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Making the Invisible Visible: Conservation and Islamic Art

April 2–August 4, 2013

Pair of Carved Doors, Iran, dated 1466

Beth Edelstein
Associate Conservator
The Sherman Fairchild Center for Objects Conservation


Front (left) and reverse (right) views of a Pair of Carved Doors, 1466. The Metropolitan Museum of Art, New York, Rogers Fund, 1935 (35.127a, b).

This pair of carved doors with inset panels bears a date of 1466 on one of the small rectangular panels at the bottom, and the name of the maker on the vertical bar. During conservation examination and treatment, three handwritten inscriptions were discovered on the reverse, which became readable only with near-infrared reflectography (IRR). IRR photography capitalizes on the sensitivity of digital cameras to wavelengths in the infrared spectrum, which are absorbed or reflected by different materials. Inks or other black materials commonly used for writing or underdrawing absorb infrared, allowing their visibility even when faded or obscured by surface layers. Initial translation of the longest inscription, written in Persian, suggests that it describes the difficulty in completing a task—perhaps referring to the creation of the doors themselves, or of their larger setting.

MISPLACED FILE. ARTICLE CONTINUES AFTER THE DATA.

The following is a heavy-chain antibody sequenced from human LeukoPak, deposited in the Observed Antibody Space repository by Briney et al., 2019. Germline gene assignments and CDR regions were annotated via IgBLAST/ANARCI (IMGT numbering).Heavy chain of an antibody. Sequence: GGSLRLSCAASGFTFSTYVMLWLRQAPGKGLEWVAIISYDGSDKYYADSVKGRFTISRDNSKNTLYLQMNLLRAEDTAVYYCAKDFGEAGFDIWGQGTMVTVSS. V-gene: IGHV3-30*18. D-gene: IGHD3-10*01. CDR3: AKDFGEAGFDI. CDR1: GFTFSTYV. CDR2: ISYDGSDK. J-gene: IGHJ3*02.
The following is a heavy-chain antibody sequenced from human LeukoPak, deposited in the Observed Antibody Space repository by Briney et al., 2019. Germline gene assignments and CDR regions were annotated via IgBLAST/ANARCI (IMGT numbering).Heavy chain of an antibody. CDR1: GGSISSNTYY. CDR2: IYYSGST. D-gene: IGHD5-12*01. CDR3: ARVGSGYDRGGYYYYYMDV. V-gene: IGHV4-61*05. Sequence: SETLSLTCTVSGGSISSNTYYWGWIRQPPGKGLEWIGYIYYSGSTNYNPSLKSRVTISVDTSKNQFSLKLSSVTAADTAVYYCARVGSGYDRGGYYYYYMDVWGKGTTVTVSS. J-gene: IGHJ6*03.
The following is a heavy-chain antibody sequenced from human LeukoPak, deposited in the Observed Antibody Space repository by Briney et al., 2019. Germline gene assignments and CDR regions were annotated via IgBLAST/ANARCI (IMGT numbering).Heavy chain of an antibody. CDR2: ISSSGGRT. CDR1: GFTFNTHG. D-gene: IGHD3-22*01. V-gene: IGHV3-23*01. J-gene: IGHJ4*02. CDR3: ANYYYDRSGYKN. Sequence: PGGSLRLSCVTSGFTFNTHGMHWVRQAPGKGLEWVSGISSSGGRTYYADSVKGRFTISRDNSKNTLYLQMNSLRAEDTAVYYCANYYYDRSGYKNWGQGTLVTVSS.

Detail of inscription in visible light (left) and with infrared reflectography (right)

Detail of inscription in visible light (left), and with infrared reflectography (right). Below: Detail of longest inscription, referring to the difficulty of completing a task.